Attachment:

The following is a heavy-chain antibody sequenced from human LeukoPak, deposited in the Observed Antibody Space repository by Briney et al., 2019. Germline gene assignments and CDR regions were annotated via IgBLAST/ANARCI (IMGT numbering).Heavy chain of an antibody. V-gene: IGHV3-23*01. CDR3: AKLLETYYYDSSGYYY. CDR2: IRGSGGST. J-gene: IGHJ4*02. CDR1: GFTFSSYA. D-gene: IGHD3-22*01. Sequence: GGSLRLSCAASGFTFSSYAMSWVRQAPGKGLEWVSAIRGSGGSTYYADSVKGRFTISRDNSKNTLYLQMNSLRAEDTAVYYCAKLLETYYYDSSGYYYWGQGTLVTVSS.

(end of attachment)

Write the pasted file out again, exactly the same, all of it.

The following is a heavy-chain antibody sequenced from human LeukoPak, deposited in the Observed Antibody Space repository by Briney et al., 2019. Germline gene assignments and CDR regions were annotated via IgBLAST/ANARCI (IMGT numbering).Heavy chain of an antibody. V-gene: IGHV3-23*01. CDR3: AKLLETYYYDSSGYYY. CDR2: IRGSGGST. J-gene: IGHJ4*02. CDR1: GFTFSSYA. D-gene: IGHD3-22*01. Sequence: GGSLRLSCAASGFTFSSYAMSWVRQAPGKGLEWVSAIRGSGGSTYYADSVKGRFTISRDNSKNTLYLQMNSLRAEDTAVYYCAKLLETYYYDSSGYYYWGQGTLVTVSS.